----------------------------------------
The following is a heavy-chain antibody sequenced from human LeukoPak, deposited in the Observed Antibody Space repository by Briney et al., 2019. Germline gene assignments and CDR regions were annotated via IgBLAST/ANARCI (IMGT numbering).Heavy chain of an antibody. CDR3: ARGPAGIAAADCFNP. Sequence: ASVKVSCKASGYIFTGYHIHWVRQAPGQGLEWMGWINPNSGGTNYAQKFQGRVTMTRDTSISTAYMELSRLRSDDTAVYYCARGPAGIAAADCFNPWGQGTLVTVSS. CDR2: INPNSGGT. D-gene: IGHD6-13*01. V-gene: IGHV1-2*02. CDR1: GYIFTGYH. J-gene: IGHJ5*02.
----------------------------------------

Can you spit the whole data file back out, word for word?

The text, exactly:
The following is a heavy-chain antibody sequenced from human LeukoPak, deposited in the Observed Antibody Space repository by Briney et al., 2019. Germline gene assignments and CDR regions were annotated via IgBLAST/ANARCI (IMGT numbering).Heavy chain of an antibody. CDR3: ARGPAGIAAADCFNP. Sequence: ASVKVSCKASGYIFTGYHIHWVRQAPGQGLEWMGWINPNSGGTNYAQKFQGRVTMTRDTSISTAYMELSRLRSDDTAVYYCARGPAGIAAADCFNPWGQGTLVTVSS. CDR2: INPNSGGT. D-gene: IGHD6-13*01. V-gene: IGHV1-2*02. CDR1: GYIFTGYH. J-gene: IGHJ5*02.